To choose an object of observation, a meditator may “investigate among various objects such as a Buddha image to see what works well”—that is, the meditator may try them out—or “read texts to see what objects of observation are recommended,” or “seek the advice of a virtuous spiritual friend, or guide (dge ba’i bshes gnyen, kalyanamitra)—a lama (bla ma, guru) who can identify a suitable object of observation”; although meditators of sharp faculties are able to choose an object of observation by studying the texts and trying out the objects of observation set forth in them, most people need to rely on a teacher.
Ge-luk-pas, however, refute the position that that any object of observation that seems easy or comfortable will do. Rather, the object of observation has to be one that will pacify the mind. Therefore, an object that arouses desire or hatred is not suitable. According to Gedün Lodrö, the erroneous position that any easy or comfortable object of observation is suitable stems from a misinterpretation of a line from Atisha’s Lamp for the Path to Enlightenment, which Gedün Lodrö interprets in the context of changing the object of observation as, “One should set one’s virtuous mind on any one object.” It can also be understood as an exaggeration of the valid position that for an inexperienced meditator, the cultivation of calm abiding is difficult and that, therefore, the object of observation should not also be difficult.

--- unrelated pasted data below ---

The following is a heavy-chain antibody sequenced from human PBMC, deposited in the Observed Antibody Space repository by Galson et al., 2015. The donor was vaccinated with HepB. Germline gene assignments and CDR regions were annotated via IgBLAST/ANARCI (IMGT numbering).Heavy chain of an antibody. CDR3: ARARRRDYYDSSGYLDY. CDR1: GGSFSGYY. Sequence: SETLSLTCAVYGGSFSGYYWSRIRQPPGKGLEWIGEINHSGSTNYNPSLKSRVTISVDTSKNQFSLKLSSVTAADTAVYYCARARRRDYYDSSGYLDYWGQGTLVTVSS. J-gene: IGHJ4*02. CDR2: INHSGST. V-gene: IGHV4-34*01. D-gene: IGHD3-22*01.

Meditators who have one of the five predominant afflictive emotions—desire, hatred, obscuration, pride, and discursiveness—must pacify the predominant afflictive emotion by using the specific object of observation that is an antidote to it; they are unable to use any other object of observation successfully until they have done so. The objects of observation that pacify the five predominant afflictive emotions are called objects of observation for purifying behavior. However, someone whose afflictive emotions are of equal strength or who has few afflictive emotions may use any of the objects of observation set forth in the Ge-luk system. Since the body of a Buddha is considered the best object of observation in this system, it would be seen as the most suitable object of observation for such a person.
—From Study and Practice of Meditation by Leah Zahler